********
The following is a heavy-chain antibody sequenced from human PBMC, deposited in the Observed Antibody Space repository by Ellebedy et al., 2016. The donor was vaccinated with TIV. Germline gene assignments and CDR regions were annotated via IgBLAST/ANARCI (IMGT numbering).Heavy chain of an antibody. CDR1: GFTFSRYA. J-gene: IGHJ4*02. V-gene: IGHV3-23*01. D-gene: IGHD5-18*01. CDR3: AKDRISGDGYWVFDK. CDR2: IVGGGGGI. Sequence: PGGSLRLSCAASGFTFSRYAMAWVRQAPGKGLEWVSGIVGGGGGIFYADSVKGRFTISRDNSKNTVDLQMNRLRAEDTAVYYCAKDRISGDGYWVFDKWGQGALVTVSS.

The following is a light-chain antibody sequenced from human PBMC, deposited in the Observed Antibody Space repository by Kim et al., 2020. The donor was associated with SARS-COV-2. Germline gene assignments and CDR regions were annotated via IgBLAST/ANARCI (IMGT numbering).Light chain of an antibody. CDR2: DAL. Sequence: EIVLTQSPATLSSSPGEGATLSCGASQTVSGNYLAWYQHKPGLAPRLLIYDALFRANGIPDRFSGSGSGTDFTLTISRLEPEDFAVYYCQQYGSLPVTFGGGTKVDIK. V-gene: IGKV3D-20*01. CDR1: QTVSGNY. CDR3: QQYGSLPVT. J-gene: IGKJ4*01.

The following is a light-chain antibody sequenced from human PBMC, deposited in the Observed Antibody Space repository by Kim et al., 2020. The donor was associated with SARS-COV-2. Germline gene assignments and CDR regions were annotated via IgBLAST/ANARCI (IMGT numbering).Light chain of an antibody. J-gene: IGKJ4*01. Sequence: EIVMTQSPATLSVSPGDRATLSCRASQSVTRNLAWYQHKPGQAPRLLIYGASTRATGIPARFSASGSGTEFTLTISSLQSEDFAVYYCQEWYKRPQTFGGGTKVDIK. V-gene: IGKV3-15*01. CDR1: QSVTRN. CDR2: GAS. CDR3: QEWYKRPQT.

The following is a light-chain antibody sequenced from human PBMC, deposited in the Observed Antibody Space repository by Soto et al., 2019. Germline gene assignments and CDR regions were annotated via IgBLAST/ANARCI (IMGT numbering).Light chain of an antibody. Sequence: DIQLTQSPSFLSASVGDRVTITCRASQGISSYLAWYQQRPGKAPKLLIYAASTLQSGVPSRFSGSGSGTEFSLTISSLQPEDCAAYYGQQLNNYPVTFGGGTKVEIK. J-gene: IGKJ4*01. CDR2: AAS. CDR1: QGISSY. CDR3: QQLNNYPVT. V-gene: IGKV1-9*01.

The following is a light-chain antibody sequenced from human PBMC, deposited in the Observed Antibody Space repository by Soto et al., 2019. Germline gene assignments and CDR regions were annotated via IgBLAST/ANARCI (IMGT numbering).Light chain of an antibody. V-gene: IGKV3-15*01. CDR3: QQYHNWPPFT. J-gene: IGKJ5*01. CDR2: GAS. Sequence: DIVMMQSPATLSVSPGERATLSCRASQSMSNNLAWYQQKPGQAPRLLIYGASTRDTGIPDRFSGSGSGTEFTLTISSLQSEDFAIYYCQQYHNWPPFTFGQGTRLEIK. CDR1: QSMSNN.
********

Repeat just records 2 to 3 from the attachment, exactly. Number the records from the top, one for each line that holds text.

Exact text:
The following is a light-chain antibody sequenced from human PBMC, deposited in the Observed Antibody Space repository by Kim et al., 2020. The donor was associated with SARS-COV-2. Germline gene assignments and CDR regions were annotated via IgBLAST/ANARCI (IMGT numbering).Light chain of an antibody. CDR2: DAL. Sequence: EIVLTQSPATLSSSPGEGATLSCGASQTVSGNYLAWYQHKPGLAPRLLIYDALFRANGIPDRFSGSGSGTDFTLTISRLEPEDFAVYYCQQYGSLPVTFGGGTKVDIK. V-gene: IGKV3D-20*01. CDR1: QTVSGNY. CDR3: QQYGSLPVT. J-gene: IGKJ4*01.

The following is a light-chain antibody sequenced from human PBMC, deposited in the Observed Antibody Space repository by Kim et al., 2020. The donor was associated with SARS-COV-2. Germline gene assignments and CDR regions were annotated via IgBLAST/ANARCI (IMGT numbering).Light chain of an antibody. J-gene: IGKJ4*01. Sequence: EIVMTQSPATLSVSPGDRATLSCRASQSVTRNLAWYQHKPGQAPRLLIYGASTRATGIPARFSASGSGTEFTLTISSLQSEDFAVYYCQEWYKRPQTFGGGTKVDIK. V-gene: IGKV3-15*01. CDR1: QSVTRN. CDR2: GAS. CDR3: QEWYKRPQT.